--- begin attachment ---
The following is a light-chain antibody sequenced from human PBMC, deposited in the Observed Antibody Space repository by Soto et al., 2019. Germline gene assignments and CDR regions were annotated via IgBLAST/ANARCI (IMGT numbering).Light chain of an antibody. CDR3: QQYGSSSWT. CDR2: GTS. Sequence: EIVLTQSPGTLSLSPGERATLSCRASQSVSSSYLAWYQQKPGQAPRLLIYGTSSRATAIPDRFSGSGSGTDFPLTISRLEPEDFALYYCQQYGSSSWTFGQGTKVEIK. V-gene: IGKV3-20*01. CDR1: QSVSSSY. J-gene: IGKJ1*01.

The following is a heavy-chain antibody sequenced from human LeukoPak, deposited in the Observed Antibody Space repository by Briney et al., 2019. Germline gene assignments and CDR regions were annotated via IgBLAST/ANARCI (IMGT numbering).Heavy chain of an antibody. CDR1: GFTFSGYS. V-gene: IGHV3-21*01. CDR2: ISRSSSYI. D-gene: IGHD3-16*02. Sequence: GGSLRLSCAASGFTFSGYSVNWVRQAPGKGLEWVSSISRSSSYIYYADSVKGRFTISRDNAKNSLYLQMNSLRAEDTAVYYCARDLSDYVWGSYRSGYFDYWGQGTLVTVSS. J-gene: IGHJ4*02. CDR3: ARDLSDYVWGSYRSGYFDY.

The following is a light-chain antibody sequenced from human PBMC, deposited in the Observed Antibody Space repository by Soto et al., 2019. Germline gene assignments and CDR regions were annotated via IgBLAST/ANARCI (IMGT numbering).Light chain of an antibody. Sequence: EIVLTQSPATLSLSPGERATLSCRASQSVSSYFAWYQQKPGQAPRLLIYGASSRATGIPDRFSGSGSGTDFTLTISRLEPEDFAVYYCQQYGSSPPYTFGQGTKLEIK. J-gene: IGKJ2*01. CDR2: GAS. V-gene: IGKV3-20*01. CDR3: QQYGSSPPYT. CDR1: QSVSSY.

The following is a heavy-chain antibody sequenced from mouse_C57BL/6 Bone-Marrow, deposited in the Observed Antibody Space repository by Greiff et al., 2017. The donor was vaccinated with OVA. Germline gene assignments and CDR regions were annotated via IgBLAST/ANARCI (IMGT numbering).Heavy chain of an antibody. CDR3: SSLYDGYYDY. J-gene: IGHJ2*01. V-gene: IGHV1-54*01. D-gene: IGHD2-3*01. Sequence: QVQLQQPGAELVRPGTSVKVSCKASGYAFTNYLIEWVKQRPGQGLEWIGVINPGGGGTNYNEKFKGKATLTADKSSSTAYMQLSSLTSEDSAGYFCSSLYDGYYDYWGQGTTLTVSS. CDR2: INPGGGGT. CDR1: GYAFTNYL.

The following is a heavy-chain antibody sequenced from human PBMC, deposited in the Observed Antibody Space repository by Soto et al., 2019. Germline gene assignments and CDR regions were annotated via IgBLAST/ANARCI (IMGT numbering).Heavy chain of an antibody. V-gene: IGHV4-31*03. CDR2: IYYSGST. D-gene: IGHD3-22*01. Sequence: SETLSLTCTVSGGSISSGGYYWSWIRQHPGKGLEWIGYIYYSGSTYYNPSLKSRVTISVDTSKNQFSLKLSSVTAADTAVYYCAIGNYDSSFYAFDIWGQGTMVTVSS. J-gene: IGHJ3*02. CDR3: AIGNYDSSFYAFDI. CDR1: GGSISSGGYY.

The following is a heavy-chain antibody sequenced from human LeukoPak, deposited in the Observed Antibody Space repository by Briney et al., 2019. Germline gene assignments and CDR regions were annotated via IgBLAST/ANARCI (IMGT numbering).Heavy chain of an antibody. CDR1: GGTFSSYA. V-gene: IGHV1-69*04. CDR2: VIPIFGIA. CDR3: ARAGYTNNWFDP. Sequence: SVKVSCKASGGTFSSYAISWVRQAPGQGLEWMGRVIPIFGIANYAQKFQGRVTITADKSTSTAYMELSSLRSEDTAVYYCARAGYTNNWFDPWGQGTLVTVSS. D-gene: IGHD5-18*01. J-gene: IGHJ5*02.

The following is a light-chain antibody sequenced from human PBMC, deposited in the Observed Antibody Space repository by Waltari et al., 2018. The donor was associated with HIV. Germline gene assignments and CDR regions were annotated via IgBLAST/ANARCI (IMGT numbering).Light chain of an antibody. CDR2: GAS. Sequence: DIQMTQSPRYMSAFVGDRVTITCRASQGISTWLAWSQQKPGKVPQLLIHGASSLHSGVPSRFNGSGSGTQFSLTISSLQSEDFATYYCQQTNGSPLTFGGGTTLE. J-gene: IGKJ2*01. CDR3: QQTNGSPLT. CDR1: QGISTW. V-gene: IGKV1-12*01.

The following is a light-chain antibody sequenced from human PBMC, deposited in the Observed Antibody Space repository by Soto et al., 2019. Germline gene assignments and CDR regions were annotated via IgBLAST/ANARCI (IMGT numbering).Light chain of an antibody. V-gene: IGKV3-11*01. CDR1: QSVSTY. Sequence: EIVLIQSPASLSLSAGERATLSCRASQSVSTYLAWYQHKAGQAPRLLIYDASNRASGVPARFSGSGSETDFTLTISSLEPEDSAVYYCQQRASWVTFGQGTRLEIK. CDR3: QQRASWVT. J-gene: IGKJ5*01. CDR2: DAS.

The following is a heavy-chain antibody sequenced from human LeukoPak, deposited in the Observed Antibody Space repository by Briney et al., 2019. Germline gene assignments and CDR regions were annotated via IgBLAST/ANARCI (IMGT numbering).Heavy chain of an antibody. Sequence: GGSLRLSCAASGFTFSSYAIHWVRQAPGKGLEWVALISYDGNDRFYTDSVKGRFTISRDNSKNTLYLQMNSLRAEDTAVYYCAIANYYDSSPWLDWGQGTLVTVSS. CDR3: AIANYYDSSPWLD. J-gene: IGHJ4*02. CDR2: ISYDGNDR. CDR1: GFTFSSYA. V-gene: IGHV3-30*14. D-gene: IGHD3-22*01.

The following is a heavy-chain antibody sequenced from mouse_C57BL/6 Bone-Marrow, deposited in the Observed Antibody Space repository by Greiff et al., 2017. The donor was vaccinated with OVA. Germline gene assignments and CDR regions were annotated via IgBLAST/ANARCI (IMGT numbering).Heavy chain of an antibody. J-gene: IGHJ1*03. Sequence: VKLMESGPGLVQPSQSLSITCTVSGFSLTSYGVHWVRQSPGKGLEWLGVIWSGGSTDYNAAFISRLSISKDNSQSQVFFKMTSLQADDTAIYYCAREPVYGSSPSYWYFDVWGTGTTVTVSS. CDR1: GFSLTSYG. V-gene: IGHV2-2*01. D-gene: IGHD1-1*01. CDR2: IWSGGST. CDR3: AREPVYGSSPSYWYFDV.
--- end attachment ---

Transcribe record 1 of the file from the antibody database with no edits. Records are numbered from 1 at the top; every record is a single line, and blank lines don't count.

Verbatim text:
The following is a light-chain antibody sequenced from human PBMC, deposited in the Observed Antibody Space repository by Soto et al., 2019. Germline gene assignments and CDR regions were annotated via IgBLAST/ANARCI (IMGT numbering).Light chain of an antibody. CDR3: QQYGSSSWT. CDR2: GTS. Sequence: EIVLTQSPGTLSLSPGERATLSCRASQSVSSSYLAWYQQKPGQAPRLLIYGTSSRATAIPDRFSGSGSGTDFPLTISRLEPEDFALYYCQQYGSSSWTFGQGTKVEIK. V-gene: IGKV3-20*01. CDR1: QSVSSSY. J-gene: IGKJ1*01.